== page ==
30 Second Commercial 6 of 8

Now clearly articulating WHO you are, WHAT you do and WHY you are uniquely qualified is nice however. In a sense, it is like having a souped up car with no wheels. To complete your 30-second commercial, you need to clearly state WHAT it is you need.

Now I hear lots of 30-second commercials and many of them have a weak finish. This is because they have a wimpy ASK or request. The best way to illustrate this is through an example … An example of what not to do. Do not make your HOW statement something like, A good referral for me is someone in transition or not happy with the direction of their career. Rather, here is a better example.

“If you know of someone in transition or not happy with the direction of their career please introduce me to them.”

The main difference between these two, is that the second has a “call to action.” If you see or know of this, please send it my way … Or give me their number … Or invite them to my seminar.

The first example … A good referral for me is someone in transition or not happy with the direction of their career … gives the same information, but it leaves someone wanting to say, “That’s nice.”

It is like my kids. They will say, “Dad, I am hungry.” And my response is, “Thanks. That is good to know.” They know now they need to make a Strong Definite Request. “Dad, can you cook me Mac-n-Cheese?” They are asking for action, which is far more powerful.

Silver modern Stopwatch

Perseverance Is Key To Success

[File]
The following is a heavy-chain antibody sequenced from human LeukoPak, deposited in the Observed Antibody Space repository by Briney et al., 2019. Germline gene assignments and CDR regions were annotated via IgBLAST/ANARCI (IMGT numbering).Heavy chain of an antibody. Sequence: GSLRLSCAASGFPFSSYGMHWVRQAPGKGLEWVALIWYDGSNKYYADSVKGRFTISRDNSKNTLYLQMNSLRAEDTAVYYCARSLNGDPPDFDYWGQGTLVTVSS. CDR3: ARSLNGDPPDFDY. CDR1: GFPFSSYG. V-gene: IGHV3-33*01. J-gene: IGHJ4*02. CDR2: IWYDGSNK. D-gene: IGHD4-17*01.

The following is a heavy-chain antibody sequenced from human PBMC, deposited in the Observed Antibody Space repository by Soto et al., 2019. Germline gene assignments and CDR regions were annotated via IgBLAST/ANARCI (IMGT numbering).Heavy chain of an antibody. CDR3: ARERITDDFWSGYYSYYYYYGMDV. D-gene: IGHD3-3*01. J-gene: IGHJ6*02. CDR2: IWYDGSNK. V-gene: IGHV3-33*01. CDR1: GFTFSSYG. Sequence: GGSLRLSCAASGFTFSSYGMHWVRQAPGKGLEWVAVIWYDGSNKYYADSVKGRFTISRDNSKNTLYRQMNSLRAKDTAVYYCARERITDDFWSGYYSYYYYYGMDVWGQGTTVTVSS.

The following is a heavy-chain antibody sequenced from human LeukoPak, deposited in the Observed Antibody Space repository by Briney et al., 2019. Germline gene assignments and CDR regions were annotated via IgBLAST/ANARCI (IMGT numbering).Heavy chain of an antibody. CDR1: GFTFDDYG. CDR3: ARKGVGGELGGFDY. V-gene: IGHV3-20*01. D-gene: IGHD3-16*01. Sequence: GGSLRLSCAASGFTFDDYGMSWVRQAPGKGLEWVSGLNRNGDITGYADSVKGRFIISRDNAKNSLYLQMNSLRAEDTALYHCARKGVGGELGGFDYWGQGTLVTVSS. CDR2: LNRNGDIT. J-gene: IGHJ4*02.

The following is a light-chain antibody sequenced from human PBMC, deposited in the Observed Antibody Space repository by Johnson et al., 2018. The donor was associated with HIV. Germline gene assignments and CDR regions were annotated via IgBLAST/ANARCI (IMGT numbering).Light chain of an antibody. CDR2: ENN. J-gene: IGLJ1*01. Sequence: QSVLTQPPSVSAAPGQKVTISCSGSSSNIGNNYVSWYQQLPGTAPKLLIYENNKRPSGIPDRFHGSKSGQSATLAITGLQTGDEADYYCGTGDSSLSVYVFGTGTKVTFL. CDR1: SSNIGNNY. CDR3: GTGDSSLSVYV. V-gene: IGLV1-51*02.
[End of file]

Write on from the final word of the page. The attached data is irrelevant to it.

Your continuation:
I woke up today thinking, “what a lucky guy I am to have the life that I have!” I’ve been blessed with a wonderful wife, good friends, family, and a business that I love to run every day. I also started thinking about what things have enabled me to be successful in my business thus far.The #1 reason is that I have followed a process consistently that has delivered results. Too often we give up before we ever see the fruits of our labor. This made me think of an incident that happened to me when I was about 12 years old.Every summer during my youth I spent a good amount of time fishing and camping with my family. On one of our camping trips, I spent an entire afternoon fishing off the end of a dock. I patiently watched the bobber at the end of my fishing line for at least a solid 2 hours with nothing to show for it, not even the slightest nibble.

During that same time there were probably 4 or 5 others fishing off the same dock, but after 20 minutes of inactivity, they all left. I sat and waited, and waited, and waited…

All of a sudden the bobber disappeared underneath the water’s surface like someone had attached cinder block to the end of my line!! I jerked the line to set the hook and began reeling in whatever was on the other end. At the same time I began yelling for my Dad to come down to see what was happening.

I reeled in a “Channel Cat” (catfish) that was one of the largest fish I had ever caught, weighing about 10 lbs. and almost 30 inches long. When everyone in the campground area heard me yelling several made their way down to the dock to see what the commotion was all about.

Next thing I knew, there were about 10 other fisherman on the dock casting their lines into the water. Funny thing is, I don’t remember if any of the others caught any other fish that afternoon.

What happened to the Channel Cat? I took him home in a very large bucket of water. Later that same day I delivered the fish to our neighbor next door, an old man who lived by himself by the name of Seif Friend. Dad said he loved to eat catfish and would really be surprised so see what I had brought to him. I’ll never forget how his eyes lit up when he saw what was in the bucket!

The reason this story is relevant to me is that it is a perfect analogy to why some people are successful following processes and persevering, while others give up too soon. Whenever I get the least bit discouraged about business or networking in general, I remind myself to persevere just like I did that afternoon on the dock with my fishing line in the water.